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I am looking for visualizations of complex functions $f(z) = r(z)e^{i\varphi(z)}$ which plot the magnitude $r(z)$ as height and display the argument $\varphi(z)$ on this graph.

On the cover of Abramowitz and Stegun's Handbook of Mathematical Functions

enter image description here

the argument is displayed as labelled lines perpendicular to the lines of equal height ("iso-phase lines").

Displaying the phase by color wouldn't be a big deal, especially by this HSL color function:

$H(\varphi)$ $= \begin{cases} 0 &\text{ if } 0 \leq \varphi < \pi \ \ \ \ \text{(red)}\\ 2\pi/3 &\text{ if } \pi \leq \varphi < 2\pi \ \ \text{(green)} \end{cases}$

$L(\varphi)$ $= |\varphi - \pi|/\pi$

$S(\varphi)$ $= 1$

These colors would indicate how far the phase is away from $0$ (white for $\varphi = 0$, black for $\varphi = \pi$ and if it is less or greater than $\pi$ (shades of red for $\varphi < \pi$, shades of green for $\varphi > \pi$):

enter image description here

Full red means $\varphi = \pi/2$, full green means $\varphi = 3\pi/2$.

But you may also plot the magnitude as height and display the phase by simply

$H(\varphi) = \varphi$

$L(\varphi) = 1$

$S(\varphi) = 1$

which seems to be some kind of standard, right?

To emphasize the difference between these two coloring schemes consider the function $f(z) = z^3 + z^2 + z$ and the images of the circle with radius $r = 1.3$:

enter image description here ![enter image description here

It's probably not only a matter of taste which of these two colorings one prefers.

My questions are:

  • Is this color mapping already established? Does it have a name (to search for)?

  • Can you give me links to specific examples of visualized complex functions plotting magnitude as height and making use of this color mapping?

Ideally, you would be able (as unfortunately I am not) to produce such plots - e.g. with Mathematica - and upload them in an answer. (If so: please without any contur lines, if possible.)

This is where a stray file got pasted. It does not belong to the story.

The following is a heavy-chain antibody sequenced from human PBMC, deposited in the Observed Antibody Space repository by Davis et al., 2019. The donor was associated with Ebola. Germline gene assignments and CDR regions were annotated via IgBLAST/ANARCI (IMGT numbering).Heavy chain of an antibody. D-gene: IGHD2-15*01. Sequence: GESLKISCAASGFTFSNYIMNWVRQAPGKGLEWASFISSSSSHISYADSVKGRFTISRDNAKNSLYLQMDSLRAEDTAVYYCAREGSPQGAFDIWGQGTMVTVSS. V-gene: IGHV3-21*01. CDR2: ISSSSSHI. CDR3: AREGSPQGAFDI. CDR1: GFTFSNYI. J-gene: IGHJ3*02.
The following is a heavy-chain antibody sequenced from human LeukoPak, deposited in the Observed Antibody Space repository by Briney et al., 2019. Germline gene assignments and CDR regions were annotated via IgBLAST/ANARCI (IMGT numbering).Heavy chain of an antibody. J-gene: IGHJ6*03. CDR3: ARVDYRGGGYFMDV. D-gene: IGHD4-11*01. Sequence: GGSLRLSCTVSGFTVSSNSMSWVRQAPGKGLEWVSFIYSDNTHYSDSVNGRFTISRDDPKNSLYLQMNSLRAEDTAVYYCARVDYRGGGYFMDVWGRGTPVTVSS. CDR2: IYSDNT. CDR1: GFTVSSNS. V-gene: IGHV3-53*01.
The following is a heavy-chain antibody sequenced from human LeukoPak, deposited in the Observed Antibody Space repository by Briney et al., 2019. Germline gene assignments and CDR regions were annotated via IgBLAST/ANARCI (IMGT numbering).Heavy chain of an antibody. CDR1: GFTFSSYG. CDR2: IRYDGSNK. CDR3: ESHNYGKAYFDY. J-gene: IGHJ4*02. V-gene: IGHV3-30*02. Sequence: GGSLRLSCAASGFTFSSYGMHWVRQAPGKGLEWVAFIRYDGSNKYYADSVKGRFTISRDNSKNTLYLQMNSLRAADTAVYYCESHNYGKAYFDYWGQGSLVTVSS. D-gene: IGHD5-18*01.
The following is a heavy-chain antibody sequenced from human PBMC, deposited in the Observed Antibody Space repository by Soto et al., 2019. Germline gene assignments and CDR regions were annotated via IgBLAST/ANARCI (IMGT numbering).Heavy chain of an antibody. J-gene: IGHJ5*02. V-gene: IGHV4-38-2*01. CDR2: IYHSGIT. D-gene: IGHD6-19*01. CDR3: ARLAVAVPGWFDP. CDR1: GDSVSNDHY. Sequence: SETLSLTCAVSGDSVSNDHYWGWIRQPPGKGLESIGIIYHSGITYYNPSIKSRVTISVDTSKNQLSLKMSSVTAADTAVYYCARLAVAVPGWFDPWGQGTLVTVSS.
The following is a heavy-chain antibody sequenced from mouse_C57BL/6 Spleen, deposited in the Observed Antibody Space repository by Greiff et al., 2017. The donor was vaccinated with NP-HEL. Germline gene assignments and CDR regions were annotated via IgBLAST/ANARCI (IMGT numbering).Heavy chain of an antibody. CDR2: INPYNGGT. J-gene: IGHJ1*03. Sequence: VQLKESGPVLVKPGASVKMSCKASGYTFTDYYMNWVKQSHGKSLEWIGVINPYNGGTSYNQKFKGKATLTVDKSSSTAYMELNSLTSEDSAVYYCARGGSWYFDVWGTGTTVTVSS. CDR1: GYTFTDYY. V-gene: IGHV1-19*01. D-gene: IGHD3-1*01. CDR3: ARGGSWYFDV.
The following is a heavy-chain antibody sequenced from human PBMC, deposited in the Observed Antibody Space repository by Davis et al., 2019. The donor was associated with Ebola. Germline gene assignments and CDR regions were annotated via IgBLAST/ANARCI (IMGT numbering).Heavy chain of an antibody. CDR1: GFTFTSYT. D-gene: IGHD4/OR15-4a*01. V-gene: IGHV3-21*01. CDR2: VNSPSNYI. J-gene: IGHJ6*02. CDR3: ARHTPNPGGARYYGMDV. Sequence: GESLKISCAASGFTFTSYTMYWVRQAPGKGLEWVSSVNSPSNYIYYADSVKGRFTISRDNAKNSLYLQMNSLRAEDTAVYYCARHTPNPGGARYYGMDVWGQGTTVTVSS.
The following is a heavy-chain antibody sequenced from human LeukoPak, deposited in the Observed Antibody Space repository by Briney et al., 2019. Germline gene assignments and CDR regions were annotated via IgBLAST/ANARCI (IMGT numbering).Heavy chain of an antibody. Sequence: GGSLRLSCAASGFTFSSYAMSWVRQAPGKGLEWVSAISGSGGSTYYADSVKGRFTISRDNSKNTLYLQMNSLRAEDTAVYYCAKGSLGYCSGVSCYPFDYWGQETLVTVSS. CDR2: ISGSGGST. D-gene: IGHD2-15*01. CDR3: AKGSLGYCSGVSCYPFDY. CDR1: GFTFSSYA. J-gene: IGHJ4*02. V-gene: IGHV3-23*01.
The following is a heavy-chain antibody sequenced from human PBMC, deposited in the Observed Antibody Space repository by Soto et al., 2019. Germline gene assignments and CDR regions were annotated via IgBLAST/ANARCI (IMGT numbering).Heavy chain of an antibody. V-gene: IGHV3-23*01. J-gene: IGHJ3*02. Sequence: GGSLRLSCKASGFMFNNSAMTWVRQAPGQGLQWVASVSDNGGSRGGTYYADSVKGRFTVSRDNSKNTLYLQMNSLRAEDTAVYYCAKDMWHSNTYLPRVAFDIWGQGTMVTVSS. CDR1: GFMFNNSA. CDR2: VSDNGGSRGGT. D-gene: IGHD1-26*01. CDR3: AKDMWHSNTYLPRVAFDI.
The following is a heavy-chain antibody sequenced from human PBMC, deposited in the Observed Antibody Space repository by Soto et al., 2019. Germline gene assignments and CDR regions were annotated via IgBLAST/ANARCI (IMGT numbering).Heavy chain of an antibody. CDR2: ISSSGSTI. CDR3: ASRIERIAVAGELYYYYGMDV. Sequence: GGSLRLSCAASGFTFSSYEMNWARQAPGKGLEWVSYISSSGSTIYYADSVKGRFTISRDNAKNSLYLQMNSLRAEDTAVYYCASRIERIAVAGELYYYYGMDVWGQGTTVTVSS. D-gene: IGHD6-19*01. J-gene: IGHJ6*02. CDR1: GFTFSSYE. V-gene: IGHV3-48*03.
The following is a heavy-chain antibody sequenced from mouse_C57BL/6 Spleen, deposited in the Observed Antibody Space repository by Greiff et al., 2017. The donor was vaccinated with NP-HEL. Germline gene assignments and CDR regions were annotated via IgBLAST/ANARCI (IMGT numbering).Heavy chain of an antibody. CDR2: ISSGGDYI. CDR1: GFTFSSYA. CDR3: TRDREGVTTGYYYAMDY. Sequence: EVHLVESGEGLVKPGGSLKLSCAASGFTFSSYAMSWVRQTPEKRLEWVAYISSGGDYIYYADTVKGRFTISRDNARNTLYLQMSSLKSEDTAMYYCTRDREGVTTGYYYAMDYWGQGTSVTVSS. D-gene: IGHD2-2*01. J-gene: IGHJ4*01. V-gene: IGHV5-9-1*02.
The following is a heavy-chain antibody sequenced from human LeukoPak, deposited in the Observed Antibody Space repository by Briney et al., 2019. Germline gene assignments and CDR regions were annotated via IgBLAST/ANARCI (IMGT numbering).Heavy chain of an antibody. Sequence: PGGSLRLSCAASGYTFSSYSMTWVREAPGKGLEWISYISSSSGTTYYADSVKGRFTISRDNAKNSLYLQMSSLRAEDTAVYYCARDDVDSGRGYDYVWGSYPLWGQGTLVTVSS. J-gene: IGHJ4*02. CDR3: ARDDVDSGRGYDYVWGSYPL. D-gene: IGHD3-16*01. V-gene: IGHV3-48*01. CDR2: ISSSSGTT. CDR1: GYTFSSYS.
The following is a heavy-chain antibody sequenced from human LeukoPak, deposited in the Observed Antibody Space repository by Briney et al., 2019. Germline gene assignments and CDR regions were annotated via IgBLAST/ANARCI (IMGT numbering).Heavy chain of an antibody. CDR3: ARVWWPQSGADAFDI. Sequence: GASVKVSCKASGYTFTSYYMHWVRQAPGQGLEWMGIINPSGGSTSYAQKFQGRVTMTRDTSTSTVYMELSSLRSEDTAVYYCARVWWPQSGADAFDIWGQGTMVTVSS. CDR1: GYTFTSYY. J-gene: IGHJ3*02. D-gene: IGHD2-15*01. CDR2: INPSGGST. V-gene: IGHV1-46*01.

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  • $\begingroup$ Are you asking about the general idea of mapping magnitude to height and argument to colour, or specifically your particular choice of colour map? If the former, see e.g. functions.wolfram.com/ElementaryFunctions/Csc/visualizations/5 (scroll down to "Absolute value part over the complex plane"). $\endgroup$ – Rahul Jan 15 at 12:42
  • $\begingroup$ @Rahul: I am asking specifically about my particular choice of color map (which makes use of only two base colors, which may be interpreted somehow intuitively). In the examples on the Wolfram page we always see many colors which a) looks somehow psychedelic and (to me) unpleasant, and b) is confusing and the colors are much harder to interpret. But that's - admittedly - opinion-based, so I didn't mention it in my question. $\endgroup$ – Hans-Peter Stricker Jan 15 at 12:50
  • $\begingroup$ @Rahul: The standard approach seems to be $H(\varphi) = \varphi$ - just like in the case of domain-coloring - and $L(\varphi) = 1$. Should I mention this in my question? $\endgroup$ – Hans-Peter Stricker Jan 15 at 12:51
  • $\begingroup$ @Rahul: Would you mind having a look at my edited question? $\endgroup$ – Hans-Peter Stricker Jan 15 at 14:03
  • $\begingroup$ I don't know specifically about visualizing complex functions. But colour map choices have received a fair amount of attention in the scientific visualization community, although they usually work with colour maps on an interval rather than on a circle. In that context, they call colour maps similar to the one you've devised diverging colour maps. See Moreland, "Diverging Color Maps for Scientific Visualization" (2009) for a detailed discussion. $\endgroup$ – Rahul Jan 15 at 16:32

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